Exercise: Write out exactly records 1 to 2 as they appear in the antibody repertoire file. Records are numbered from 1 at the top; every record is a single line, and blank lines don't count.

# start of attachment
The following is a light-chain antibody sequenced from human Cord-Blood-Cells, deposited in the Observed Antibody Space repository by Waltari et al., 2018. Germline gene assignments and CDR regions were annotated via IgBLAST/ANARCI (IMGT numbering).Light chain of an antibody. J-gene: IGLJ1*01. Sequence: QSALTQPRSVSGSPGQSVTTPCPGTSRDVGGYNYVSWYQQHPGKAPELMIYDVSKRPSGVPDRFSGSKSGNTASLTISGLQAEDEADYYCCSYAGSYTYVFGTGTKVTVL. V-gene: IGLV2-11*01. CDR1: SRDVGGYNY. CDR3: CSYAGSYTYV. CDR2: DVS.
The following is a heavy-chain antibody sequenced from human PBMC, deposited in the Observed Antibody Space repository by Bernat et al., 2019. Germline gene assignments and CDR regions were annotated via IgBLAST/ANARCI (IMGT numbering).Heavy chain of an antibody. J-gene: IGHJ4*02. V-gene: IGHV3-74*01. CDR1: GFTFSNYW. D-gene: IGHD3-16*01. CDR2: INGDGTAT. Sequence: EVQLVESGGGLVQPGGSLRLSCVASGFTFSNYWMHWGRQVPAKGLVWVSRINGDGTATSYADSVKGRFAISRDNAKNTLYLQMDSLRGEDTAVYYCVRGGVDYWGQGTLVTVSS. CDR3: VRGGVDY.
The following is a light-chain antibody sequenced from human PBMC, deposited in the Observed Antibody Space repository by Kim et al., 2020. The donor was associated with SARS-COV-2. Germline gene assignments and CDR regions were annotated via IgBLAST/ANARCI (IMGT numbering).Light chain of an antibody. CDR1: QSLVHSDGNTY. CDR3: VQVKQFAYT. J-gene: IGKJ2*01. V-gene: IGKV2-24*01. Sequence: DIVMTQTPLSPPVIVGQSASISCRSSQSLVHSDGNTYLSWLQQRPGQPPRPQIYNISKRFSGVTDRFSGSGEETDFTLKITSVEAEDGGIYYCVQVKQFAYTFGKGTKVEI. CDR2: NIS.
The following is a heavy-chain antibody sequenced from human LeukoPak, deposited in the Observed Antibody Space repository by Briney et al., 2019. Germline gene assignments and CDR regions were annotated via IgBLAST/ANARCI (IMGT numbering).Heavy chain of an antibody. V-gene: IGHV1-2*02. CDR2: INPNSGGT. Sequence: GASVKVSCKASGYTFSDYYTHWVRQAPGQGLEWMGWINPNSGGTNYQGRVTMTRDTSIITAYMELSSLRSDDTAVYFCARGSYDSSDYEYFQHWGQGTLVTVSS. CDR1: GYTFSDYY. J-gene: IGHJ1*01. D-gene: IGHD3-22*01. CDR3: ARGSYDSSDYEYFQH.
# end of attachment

The following is a light-chain antibody sequenced from human Cord-Blood-Cells, deposited in the Observed Antibody Space repository by Waltari et al., 2018. Germline gene assignments and CDR regions were annotated via IgBLAST/ANARCI (IMGT numbering).Light chain of an antibody. J-gene: IGLJ1*01. Sequence: QSALTQPRSVSGSPGQSVTTPCPGTSRDVGGYNYVSWYQQHPGKAPELMIYDVSKRPSGVPDRFSGSKSGNTASLTISGLQAEDEADYYCCSYAGSYTYVFGTGTKVTVL. V-gene: IGLV2-11*01. CDR1: SRDVGGYNY. CDR3: CSYAGSYTYV. CDR2: DVS.
The following is a heavy-chain antibody sequenced from human PBMC, deposited in the Observed Antibody Space repository by Bernat et al., 2019. Germline gene assignments and CDR regions were annotated via IgBLAST/ANARCI (IMGT numbering).Heavy chain of an antibody. J-gene: IGHJ4*02. V-gene: IGHV3-74*01. CDR1: GFTFSNYW. D-gene: IGHD3-16*01. CDR2: INGDGTAT. Sequence: EVQLVESGGGLVQPGGSLRLSCVASGFTFSNYWMHWGRQVPAKGLVWVSRINGDGTATSYADSVKGRFAISRDNAKNTLYLQMDSLRGEDTAVYYCVRGGVDYWGQGTLVTVSS. CDR3: VRGGVDY.